Gregor Paul

Gregor Paul is the Herald on Sunday's rugby writer

Rugby: To win Super 15 title, a ten out of tens is needed

Quade Cooper of the Reds. Photo / Getty Images
Quade Cooper of the Reds. Photo / Getty Images

It takes a world-class talent at first five to win Super Rugby as the honours board shows. Is Aaron Cruden ready to join this select crew?

Carlos Spencer [Blues]
1996, 1997 and 2003

Super Rugby hasn't seen a more instinctive or exciting ball player than Carlos Spencer. In his prime he was outrageously good: electric off the mark, clever, inventive and willing to chance his arm to the extent he even invented the pass to himself.

In 2003 he brought the best out a star-studded backline that saw them drop only one game such was their creativity and finishing power. He came to symbolise Auckland - confident, adventurous and perhaps even a touch arrogant but lovably arrogant. Spencer was an adequate game manager but given his ability to pull off the impossible from anywhere on the field, he didn't actually need a top-drawer tactical kicking game.

Andrew Mehrtens [Crusaders]
1998, 1999, 2000 and 2002

Mehrtens was the antithesis of Spencer - a symbol of Canterbury as much as Spencer epitomised Auckland. Mehrtens was steady, reliable, a great kicker, a great game manager and tactical operator. He could punish teams with his boot and was an under-rated force with ball in hand. Used his backs well and always kept his head.

Stephen Larkham [Brumbies]
2001 and 2004

Larkham was unconventional, oddly tall and lithe for a No10 he had an uncanny ability to pick the most oblique angles and drift into holes. He was a genius at finding space close to the ruck, used the inside pass expertly and played in the thick of the traffic. The Brumbies ran all their plays through him and he was impossible to read. He had an array of tactical short kicks in his repertoire and could bang it long if he needed to. Tackled hard and effectively as well.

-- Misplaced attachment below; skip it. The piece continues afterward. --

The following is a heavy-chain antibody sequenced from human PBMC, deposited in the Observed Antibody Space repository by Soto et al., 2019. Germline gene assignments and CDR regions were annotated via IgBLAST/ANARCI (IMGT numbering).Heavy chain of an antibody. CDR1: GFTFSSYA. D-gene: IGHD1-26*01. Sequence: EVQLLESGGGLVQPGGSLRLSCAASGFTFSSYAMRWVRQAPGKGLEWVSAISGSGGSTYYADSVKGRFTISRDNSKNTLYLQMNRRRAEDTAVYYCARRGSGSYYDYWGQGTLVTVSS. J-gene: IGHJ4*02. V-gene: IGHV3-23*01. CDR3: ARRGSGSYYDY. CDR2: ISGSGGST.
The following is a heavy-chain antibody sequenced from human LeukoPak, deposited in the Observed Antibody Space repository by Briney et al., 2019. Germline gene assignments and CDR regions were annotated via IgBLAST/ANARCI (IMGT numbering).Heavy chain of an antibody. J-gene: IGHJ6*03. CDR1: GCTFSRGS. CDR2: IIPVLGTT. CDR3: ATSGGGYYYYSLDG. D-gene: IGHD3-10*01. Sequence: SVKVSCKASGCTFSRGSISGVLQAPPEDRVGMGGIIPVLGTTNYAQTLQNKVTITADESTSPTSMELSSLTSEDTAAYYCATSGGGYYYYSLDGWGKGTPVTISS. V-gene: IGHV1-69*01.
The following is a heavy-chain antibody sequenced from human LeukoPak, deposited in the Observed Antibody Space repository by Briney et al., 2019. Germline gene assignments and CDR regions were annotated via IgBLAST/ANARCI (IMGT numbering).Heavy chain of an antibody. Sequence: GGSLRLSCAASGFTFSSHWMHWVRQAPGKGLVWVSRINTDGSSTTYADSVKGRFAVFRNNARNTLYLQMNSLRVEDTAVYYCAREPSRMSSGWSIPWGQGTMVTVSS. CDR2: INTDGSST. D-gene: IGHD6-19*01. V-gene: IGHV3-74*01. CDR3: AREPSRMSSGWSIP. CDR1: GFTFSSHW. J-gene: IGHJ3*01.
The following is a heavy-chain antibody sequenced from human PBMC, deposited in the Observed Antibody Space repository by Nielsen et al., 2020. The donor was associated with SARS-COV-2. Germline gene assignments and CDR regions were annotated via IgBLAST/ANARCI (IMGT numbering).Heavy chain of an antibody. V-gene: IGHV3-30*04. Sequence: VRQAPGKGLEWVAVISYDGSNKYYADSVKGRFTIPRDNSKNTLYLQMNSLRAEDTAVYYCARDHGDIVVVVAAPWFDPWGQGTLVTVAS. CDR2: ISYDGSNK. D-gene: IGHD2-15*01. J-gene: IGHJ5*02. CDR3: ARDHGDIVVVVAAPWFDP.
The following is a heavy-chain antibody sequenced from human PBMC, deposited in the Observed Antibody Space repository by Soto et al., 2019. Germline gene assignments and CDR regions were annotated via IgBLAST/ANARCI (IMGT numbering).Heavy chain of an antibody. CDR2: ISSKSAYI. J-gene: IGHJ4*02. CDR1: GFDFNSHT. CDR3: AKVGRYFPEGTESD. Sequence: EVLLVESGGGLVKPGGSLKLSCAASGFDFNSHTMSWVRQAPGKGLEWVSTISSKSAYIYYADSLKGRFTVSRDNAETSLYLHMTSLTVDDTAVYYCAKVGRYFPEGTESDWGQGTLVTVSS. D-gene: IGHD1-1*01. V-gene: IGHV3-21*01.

Daniel Carter [Crusaders]
2005, 2006 and 2008

The talents of Daniel Carter are many and well known. He is, arguably, the best first five to ever play the game: certainly the most complete and there really hasn't been a No10 who has offered as much as him. He can pass, run, kick, tackle, ruck, score tries and probably scrummage if he ever had to. The Crusaders have been able to rely on his composure, vision and deadly strikes over the years. Under pressure, there is no one better than Carter - he breezes through the game making the right calls at the right times as was evident of Friday night. The Crusaders never look quite the same team without him.

Morne Steyn [Bulls]
2007, 2009 and 2010

Steyn is not everyone's cup of tea and sits at odds with the other title-winning 10s. He's not a natural runner or ball player but he is a brilliant goal-kicker, tactical navigator and the perfect first five for a Bulls side that likes to rely on the power of its forwards. Steyn's portfolio is limited but he's brilliant at the things he does.

Quade Cooper [Reds]
2011

The boy from Tokoroa may have capitulated at the World Cup but for the first six months of the year he was untouchable. He was similar to Spencer in that he played with no inhibitions - he reacted to what he saw and his capacity to turn defence into attack was unparalleled. Cooper brought the Reds to life, he skipped, danced, chip kicked and bamboozled. He was the best attacking No 10 by a distance last year.

- Herald on Sunday

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